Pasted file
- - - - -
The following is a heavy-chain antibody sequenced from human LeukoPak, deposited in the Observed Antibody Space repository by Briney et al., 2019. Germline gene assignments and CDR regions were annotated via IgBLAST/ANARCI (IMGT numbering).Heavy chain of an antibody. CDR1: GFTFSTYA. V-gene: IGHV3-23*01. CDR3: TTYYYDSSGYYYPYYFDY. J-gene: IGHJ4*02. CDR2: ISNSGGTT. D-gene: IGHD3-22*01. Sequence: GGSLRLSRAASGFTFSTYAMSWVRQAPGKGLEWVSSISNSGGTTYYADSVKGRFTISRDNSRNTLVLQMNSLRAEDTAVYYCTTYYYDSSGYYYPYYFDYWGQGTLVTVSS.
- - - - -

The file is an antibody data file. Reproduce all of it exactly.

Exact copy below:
The following is a heavy-chain antibody sequenced from human LeukoPak, deposited in the Observed Antibody Space repository by Briney et al., 2019. Germline gene assignments and CDR regions were annotated via IgBLAST/ANARCI (IMGT numbering).Heavy chain of an antibody. CDR1: GFTFSTYA. V-gene: IGHV3-23*01. CDR3: TTYYYDSSGYYYPYYFDY. J-gene: IGHJ4*02. CDR2: ISNSGGTT. D-gene: IGHD3-22*01. Sequence: GGSLRLSRAASGFTFSTYAMSWVRQAPGKGLEWVSSISNSGGTTYYADSVKGRFTISRDNSRNTLVLQMNSLRAEDTAVYYCTTYYYDSSGYYYPYYFDYWGQGTLVTVSS.